The prospect of having to memorize anything, be it vocabulary words or grammar rules in another language, dates for a history class, mathematical or scientific formulas or anything else can be terrifying to college students. In reality, memorizing doesn’t have to be a horrible ordeal. It can be something very easy to do, provided you go about learning what you need to learn systematically.
There are many ways by which to learn how to memorize. Here are some pretty full proof ones that can’t fail.
*Don’t procrastinate –
There are different types of memorization. Some is quite straightforward and easy to master. Some is quite difficult and won’t be mastered overnight. Make sure you plan your time so that you aren’t faced with having to memorize chapters of vocabulary words for your French mid-term exam tomorrow.
*When memorization is cumulative –
With foreign languages and some other classes, the stuff you memorize will be cumulative. That means that you will need to know the things that you memorize now all throughout the rest of the semester. You can’t memorize things and then forget about them. Make sure you keep abreast of old information while you are memorizing the new stuff.
One of the easiest and surest ways to get yourself to remember things is by repetition. That means, sometimes you can memorize things quite easily by just going over the things you need to memorize from your class or reading notes. You can rewrite things as a way to solidify the ideas, words or concepts in your mind. Simply recopy your notes and as you do so, repeat the things over in your head.
You can also put Post-It-Notes in strategic places like your bathroom mirror or kitchen cabinets. Every time you see your notes, drill yourself and repeat the things you need to memorize. You can recite the things you need to memorize out loud as you cook, dress or anything else.
*Use flash cards –
Flash cards are ages old, but sometimes old things really work. Flash cards are an ideal way to learn vocabulary words for foreign languages, important historical dates, events, concepts, scientific terms, math formulas or other unambiguous things. On one side of a card, you write a word or concept. On the other side, you write the definition of the word or the meaning of the concept.
*Use the information –
If the information you have to memorize is dates, a handy thing to do is to create a timeline using the dates you need to know. As part of your timeline, you will have to include the important information about that date.
If it’s a mathematical theorem or formula, work on exercises in which you have to apply that information. If you have to know that information in order to solve the equation, you will learn these things much more solidly than you would if you simply tried to memorize them.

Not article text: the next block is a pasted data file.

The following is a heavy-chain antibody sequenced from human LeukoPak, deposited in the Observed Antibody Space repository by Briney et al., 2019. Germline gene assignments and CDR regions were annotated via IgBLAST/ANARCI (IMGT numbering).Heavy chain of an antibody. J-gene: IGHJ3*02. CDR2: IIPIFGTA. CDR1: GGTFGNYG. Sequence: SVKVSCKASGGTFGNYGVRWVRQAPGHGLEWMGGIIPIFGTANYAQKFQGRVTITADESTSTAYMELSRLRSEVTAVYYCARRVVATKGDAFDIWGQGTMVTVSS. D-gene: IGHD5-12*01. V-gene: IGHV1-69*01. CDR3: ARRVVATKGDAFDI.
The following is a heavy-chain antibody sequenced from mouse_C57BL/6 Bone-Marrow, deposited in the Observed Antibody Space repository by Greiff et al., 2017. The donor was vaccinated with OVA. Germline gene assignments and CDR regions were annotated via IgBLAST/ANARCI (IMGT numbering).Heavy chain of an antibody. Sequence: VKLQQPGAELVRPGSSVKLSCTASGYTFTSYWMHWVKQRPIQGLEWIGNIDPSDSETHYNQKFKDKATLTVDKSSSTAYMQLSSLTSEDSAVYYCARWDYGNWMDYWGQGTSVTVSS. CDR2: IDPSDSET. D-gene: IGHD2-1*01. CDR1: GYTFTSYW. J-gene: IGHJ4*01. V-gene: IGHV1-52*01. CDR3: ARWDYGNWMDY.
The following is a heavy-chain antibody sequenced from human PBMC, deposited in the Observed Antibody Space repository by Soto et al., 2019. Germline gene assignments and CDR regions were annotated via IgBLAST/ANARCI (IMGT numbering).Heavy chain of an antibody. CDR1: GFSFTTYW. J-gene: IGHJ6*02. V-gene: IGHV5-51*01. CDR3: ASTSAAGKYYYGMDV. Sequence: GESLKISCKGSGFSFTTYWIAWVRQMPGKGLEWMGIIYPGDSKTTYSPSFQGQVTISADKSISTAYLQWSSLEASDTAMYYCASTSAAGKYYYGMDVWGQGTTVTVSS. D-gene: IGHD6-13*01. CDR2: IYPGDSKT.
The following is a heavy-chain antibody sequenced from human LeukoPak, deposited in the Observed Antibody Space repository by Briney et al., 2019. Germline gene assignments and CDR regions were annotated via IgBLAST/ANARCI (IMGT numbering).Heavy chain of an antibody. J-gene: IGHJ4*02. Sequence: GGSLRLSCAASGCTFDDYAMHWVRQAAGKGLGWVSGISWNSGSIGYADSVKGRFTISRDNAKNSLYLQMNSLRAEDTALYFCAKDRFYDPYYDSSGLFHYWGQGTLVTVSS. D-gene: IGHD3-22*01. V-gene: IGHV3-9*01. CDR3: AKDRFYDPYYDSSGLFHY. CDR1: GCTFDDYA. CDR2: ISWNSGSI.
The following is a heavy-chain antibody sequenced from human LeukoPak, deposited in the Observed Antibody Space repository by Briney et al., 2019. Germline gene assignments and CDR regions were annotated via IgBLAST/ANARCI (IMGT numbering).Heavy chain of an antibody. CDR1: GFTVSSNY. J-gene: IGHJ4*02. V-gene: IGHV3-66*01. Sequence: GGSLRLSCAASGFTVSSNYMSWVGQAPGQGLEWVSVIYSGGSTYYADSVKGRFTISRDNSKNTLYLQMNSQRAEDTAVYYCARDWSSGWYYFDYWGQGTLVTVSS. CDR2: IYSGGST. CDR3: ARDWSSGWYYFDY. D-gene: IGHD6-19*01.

If the information you need to memorize is vocabulary words for a foreign language, make yourself use those words in sentences. If it’s grammar, make yourself compose sentences using the grammar you need to know.
Learn to create associations. When you can relate information to other information in your class and put it all together, you are not only successfully memorizing the material you have to memorize; you are integrating all of that knowledge in you mind so that you have a complete understanding of the course material.
*Working with a partner –
Having a buddy with whom you can study is often a great way to solidify things you need to memorize. You can quiz one another back and forth and discuss things when you encounter difficulties. Helping someone else can often do more to help you than you realize. You can also draw up pretend quizzes for one another and use the quiz as a way to drill each other on the things you need to memorize.
*Talking out loud to yourself –
Walk around your house repeating things to yourself over and over again. For things like foreign language grammar, simply conjugate verbs out loud, decline nouns or anything else out loud. You can do this when you’re in the shower, when you’re washing dishes, when you’re cooking, cleaning house or anything else.
*Make lists –
Sometimes having a list of things you need to memorize can be very helpful. You can carry the list with you as you ride the bus to campus, walk from building to building, wait outside a class room for a class to begin or when you have some time to study on campus. Having a list to refer to when you are at home can make for better organization and easier memorizing.
The important thing to remember is that unless you have a photographic or near photographic memory and can remember anything you see simply by looking at it once, learning how to memorize efficiently will require some practice and trial and error. The more you can repeat things to yourself, either by writing them down, saying them to yourself mentally or aloud, the more solidly you will reinforce what you need to memorize. Using flash cards and other methods are useful, but they never substitute for the repetition as reinforcement method of memorization. Once you’ve had the experience of having to memorize things on several occasions, you will learn that the more often you can force yourself to remember what you need to remember, the more likely it will be that that stuff sticks. If you pace yourself so that you can memorize things over time, you won’t have to worry about whether or not you’ll forget what you need to know when it comes time to take a test.